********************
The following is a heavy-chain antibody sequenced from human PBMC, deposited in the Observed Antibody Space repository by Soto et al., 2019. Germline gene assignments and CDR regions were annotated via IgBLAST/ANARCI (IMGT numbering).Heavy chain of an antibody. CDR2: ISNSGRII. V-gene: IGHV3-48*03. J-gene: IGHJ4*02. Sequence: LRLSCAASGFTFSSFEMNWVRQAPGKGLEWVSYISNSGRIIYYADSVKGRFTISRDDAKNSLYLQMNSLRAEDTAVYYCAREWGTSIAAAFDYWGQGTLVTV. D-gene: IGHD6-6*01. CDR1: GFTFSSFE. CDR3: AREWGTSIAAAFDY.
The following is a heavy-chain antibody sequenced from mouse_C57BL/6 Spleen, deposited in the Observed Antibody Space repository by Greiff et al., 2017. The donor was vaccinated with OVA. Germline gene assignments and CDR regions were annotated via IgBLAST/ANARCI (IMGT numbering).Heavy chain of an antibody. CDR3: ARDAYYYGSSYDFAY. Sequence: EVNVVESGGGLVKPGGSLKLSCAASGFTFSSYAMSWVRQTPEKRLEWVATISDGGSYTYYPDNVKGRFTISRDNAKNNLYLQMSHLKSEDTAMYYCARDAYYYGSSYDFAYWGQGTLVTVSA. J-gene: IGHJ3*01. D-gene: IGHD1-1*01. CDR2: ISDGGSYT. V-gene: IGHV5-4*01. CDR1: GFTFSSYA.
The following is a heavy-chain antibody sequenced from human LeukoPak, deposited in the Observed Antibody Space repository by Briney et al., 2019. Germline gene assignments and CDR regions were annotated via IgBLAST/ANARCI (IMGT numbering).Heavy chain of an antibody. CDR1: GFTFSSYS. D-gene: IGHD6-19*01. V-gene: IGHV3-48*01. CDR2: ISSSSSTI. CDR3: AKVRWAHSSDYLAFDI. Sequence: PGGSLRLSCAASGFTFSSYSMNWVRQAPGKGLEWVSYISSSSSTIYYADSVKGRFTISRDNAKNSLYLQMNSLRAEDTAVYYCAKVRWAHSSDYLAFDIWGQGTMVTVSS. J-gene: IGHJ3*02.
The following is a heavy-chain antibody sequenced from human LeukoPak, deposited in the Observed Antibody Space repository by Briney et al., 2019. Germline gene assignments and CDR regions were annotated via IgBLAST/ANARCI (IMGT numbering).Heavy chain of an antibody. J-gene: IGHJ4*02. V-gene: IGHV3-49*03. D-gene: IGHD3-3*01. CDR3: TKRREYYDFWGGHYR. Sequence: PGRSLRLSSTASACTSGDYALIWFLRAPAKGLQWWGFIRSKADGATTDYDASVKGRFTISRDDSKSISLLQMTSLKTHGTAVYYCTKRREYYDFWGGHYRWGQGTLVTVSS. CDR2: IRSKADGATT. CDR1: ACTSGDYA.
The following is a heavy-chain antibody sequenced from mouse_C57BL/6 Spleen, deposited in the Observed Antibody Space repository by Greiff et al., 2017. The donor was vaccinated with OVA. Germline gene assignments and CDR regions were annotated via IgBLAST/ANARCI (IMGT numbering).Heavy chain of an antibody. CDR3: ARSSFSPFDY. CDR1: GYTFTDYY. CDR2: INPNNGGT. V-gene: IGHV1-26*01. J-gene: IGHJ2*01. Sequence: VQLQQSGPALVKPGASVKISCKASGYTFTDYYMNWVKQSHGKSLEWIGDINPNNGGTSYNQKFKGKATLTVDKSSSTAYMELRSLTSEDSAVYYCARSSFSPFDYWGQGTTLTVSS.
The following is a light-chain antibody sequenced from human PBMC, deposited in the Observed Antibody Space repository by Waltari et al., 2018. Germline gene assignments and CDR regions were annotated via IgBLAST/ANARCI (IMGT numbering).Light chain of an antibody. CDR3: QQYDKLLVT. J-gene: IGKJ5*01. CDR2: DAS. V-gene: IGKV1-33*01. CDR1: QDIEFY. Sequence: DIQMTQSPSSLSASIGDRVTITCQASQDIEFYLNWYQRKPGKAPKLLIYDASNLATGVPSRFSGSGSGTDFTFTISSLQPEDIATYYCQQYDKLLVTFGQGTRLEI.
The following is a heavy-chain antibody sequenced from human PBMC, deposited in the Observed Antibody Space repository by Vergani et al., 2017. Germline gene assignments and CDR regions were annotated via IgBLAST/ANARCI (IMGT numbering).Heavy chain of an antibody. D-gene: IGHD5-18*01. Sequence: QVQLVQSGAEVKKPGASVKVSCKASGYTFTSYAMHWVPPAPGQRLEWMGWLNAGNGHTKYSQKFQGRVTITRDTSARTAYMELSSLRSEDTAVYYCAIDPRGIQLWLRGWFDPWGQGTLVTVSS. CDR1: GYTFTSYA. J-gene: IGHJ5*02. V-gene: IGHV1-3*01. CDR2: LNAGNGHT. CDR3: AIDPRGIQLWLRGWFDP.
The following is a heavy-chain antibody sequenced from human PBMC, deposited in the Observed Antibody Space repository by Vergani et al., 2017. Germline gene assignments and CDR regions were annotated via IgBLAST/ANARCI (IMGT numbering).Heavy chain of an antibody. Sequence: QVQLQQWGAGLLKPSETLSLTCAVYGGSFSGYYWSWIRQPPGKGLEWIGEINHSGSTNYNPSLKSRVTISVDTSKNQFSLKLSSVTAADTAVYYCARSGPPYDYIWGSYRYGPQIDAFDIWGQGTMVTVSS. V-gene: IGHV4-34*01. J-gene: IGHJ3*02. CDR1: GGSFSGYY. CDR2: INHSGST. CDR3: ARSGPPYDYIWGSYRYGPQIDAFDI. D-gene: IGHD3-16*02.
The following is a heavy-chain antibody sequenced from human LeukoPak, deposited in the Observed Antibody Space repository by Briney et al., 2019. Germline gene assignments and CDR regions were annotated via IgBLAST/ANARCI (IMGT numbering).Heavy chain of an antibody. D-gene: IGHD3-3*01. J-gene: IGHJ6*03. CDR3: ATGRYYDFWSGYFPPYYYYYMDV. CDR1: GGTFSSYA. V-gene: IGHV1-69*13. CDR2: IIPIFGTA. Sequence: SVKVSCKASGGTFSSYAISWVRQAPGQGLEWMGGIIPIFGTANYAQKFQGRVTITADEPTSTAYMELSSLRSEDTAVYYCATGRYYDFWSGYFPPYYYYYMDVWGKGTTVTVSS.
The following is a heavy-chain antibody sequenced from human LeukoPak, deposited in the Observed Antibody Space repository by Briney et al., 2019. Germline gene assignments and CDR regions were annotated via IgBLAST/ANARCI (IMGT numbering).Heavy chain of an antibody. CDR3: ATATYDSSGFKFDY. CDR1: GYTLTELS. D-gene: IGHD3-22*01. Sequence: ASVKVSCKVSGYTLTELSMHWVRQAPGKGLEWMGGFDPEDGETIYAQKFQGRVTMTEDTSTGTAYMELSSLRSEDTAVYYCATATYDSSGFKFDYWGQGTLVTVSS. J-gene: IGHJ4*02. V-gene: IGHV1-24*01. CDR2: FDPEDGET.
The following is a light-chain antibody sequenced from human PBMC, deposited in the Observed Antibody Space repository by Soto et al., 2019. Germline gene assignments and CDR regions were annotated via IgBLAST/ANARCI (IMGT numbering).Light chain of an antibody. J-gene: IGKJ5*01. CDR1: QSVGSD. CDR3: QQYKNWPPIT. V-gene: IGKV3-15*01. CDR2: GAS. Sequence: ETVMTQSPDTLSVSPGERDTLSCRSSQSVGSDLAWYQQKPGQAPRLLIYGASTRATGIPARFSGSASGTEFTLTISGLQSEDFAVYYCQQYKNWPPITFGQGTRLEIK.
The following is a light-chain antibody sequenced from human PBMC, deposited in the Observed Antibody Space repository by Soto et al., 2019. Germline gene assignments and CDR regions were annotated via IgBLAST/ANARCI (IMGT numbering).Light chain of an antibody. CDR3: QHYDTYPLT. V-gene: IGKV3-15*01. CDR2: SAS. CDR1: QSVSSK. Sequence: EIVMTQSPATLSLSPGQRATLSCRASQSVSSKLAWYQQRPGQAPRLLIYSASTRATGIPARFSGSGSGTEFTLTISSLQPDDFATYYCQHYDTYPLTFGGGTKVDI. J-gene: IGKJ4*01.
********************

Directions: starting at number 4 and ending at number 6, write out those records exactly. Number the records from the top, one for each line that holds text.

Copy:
The following is a heavy-chain antibody sequenced from human LeukoPak, deposited in the Observed Antibody Space repository by Briney et al., 2019. Germline gene assignments and CDR regions were annotated via IgBLAST/ANARCI (IMGT numbering).Heavy chain of an antibody. J-gene: IGHJ4*02. V-gene: IGHV3-49*03. D-gene: IGHD3-3*01. CDR3: TKRREYYDFWGGHYR. Sequence: PGRSLRLSSTASACTSGDYALIWFLRAPAKGLQWWGFIRSKADGATTDYDASVKGRFTISRDDSKSISLLQMTSLKTHGTAVYYCTKRREYYDFWGGHYRWGQGTLVTVSS. CDR2: IRSKADGATT. CDR1: ACTSGDYA.
The following is a heavy-chain antibody sequenced from mouse_C57BL/6 Spleen, deposited in the Observed Antibody Space repository by Greiff et al., 2017. The donor was vaccinated with OVA. Germline gene assignments and CDR regions were annotated via IgBLAST/ANARCI (IMGT numbering).Heavy chain of an antibody. CDR3: ARSSFSPFDY. CDR1: GYTFTDYY. CDR2: INPNNGGT. V-gene: IGHV1-26*01. J-gene: IGHJ2*01. Sequence: VQLQQSGPALVKPGASVKISCKASGYTFTDYYMNWVKQSHGKSLEWIGDINPNNGGTSYNQKFKGKATLTVDKSSSTAYMELRSLTSEDSAVYYCARSSFSPFDYWGQGTTLTVSS.
The following is a light-chain antibody sequenced from human PBMC, deposited in the Observed Antibody Space repository by Waltari et al., 2018. Germline gene assignments and CDR regions were annotated via IgBLAST/ANARCI (IMGT numbering).Light chain of an antibody. CDR3: QQYDKLLVT. J-gene: IGKJ5*01. CDR2: DAS. V-gene: IGKV1-33*01. CDR1: QDIEFY. Sequence: DIQMTQSPSSLSASIGDRVTITCQASQDIEFYLNWYQRKPGKAPKLLIYDASNLATGVPSRFSGSGSGTDFTFTISSLQPEDIATYYCQQYDKLLVTFGQGTRLEI.